Saturday, May 27, 2017

Living Fossils

At the Museum of Natural History we learned that the California Condor's huge size made it much better adapted to the Pleistocene (when the average carcass was much larger) than to it's present day environment. So much so that in order to sustain wild populations dead cows are often carted out to condor habitats just so the condors have enough to eat.

This story reminded me of an article I read recently on evolutionary anachronisms. This term refers to characteristics of living species that are probably the result of co-evolution with another species that is now extinct. The remaining species is then left with some ridiculous adaption that probably requires significant energy expense and has no feasible benefit in it's current environment.

Here are a couple familiar examples:

Image result for avocados
Avocados- Avocados are clearly designed for animal dispersal with seeds covered in nutrient rich flesh. Unfortunately, the seeds are so big that most animals cannot swallow them without choking (except the occasional hungry jaguar) and don't often make it far from the parent tree. The 20 ft tall giant ground sloth was probably the avocado's original disperser but it went extinct over 13,000 years ago.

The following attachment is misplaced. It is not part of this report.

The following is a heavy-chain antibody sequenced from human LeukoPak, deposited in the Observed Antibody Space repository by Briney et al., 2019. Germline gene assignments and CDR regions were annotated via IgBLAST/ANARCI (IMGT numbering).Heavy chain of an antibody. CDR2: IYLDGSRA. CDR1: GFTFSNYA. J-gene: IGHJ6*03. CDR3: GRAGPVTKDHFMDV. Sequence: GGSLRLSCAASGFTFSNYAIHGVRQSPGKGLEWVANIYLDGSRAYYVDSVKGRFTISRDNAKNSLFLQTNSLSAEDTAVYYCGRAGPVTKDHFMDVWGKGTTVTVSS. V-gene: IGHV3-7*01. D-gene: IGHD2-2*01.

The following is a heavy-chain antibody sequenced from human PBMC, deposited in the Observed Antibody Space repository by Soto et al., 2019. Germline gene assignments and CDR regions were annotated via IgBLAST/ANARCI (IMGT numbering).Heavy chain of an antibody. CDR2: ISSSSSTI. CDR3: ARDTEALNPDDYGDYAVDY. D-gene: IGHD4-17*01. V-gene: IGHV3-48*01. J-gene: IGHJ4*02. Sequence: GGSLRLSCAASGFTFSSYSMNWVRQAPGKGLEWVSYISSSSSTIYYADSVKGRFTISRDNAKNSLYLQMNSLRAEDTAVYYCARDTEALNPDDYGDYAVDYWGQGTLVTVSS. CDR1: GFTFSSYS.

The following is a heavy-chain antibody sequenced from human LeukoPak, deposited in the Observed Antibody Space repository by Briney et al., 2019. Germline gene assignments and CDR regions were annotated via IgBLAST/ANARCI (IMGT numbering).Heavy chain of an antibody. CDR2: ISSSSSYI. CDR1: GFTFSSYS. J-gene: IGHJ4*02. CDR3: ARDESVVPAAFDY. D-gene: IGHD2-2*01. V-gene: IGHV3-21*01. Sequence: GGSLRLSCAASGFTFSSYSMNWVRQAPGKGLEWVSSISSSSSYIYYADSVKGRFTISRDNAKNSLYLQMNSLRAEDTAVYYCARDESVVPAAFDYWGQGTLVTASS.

Related image
North American Pronghorn Antelope- Second fastest land animal in the world. Able run much faster than any known predator in North America. However, extinct predator's such as the American lion, the giant short-faced bear, the American Cheetah, or the Chasmaporthetes Hyena could have given the pronghorn's a run for their money (pun intended) when they were still around.


There are many more interesting examples of this phenomenon. Check out the Wikipedia page here!

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